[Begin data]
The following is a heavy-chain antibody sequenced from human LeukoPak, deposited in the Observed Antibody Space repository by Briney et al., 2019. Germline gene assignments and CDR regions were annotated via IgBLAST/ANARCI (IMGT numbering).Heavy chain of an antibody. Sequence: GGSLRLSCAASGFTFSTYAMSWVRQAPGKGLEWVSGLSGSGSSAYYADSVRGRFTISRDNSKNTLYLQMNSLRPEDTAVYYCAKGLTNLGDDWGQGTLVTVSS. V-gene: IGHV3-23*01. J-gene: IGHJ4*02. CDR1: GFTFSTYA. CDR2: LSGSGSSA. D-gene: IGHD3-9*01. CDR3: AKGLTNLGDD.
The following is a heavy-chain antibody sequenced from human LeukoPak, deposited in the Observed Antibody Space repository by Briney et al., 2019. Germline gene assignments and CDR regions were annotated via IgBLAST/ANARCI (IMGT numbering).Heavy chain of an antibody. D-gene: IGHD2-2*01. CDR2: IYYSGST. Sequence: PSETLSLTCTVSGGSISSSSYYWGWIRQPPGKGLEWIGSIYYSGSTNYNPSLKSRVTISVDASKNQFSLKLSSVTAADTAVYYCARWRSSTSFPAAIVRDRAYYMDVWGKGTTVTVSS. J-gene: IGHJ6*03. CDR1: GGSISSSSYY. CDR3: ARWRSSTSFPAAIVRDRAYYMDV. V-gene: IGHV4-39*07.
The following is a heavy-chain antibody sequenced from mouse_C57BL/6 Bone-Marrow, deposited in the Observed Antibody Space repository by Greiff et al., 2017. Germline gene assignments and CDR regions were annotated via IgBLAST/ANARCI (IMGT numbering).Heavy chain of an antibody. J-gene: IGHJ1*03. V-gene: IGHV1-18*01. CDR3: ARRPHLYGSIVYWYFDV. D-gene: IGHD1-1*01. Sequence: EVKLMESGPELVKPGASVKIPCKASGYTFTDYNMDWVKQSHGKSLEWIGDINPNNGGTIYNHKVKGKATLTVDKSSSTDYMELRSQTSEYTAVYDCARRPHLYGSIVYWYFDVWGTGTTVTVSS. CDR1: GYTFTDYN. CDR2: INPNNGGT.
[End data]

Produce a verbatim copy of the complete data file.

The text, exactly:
The following is a heavy-chain antibody sequenced from human LeukoPak, deposited in the Observed Antibody Space repository by Briney et al., 2019. Germline gene assignments and CDR regions were annotated via IgBLAST/ANARCI (IMGT numbering).Heavy chain of an antibody. Sequence: GGSLRLSCAASGFTFSTYAMSWVRQAPGKGLEWVSGLSGSGSSAYYADSVRGRFTISRDNSKNTLYLQMNSLRPEDTAVYYCAKGLTNLGDDWGQGTLVTVSS. V-gene: IGHV3-23*01. J-gene: IGHJ4*02. CDR1: GFTFSTYA. CDR2: LSGSGSSA. D-gene: IGHD3-9*01. CDR3: AKGLTNLGDD.
The following is a heavy-chain antibody sequenced from human LeukoPak, deposited in the Observed Antibody Space repository by Briney et al., 2019. Germline gene assignments and CDR regions were annotated via IgBLAST/ANARCI (IMGT numbering).Heavy chain of an antibody. D-gene: IGHD2-2*01. CDR2: IYYSGST. Sequence: PSETLSLTCTVSGGSISSSSYYWGWIRQPPGKGLEWIGSIYYSGSTNYNPSLKSRVTISVDASKNQFSLKLSSVTAADTAVYYCARWRSSTSFPAAIVRDRAYYMDVWGKGTTVTVSS. J-gene: IGHJ6*03. CDR1: GGSISSSSYY. CDR3: ARWRSSTSFPAAIVRDRAYYMDV. V-gene: IGHV4-39*07.
The following is a heavy-chain antibody sequenced from mouse_C57BL/6 Bone-Marrow, deposited in the Observed Antibody Space repository by Greiff et al., 2017. Germline gene assignments and CDR regions were annotated via IgBLAST/ANARCI (IMGT numbering).Heavy chain of an antibody. J-gene: IGHJ1*03. V-gene: IGHV1-18*01. CDR3: ARRPHLYGSIVYWYFDV. D-gene: IGHD1-1*01. Sequence: EVKLMESGPELVKPGASVKIPCKASGYTFTDYNMDWVKQSHGKSLEWIGDINPNNGGTIYNHKVKGKATLTVDKSSSTDYMELRSQTSEYTAVYDCARRPHLYGSIVYWYFDVWGTGTTVTVSS. CDR1: GYTFTDYN. CDR2: INPNNGGT.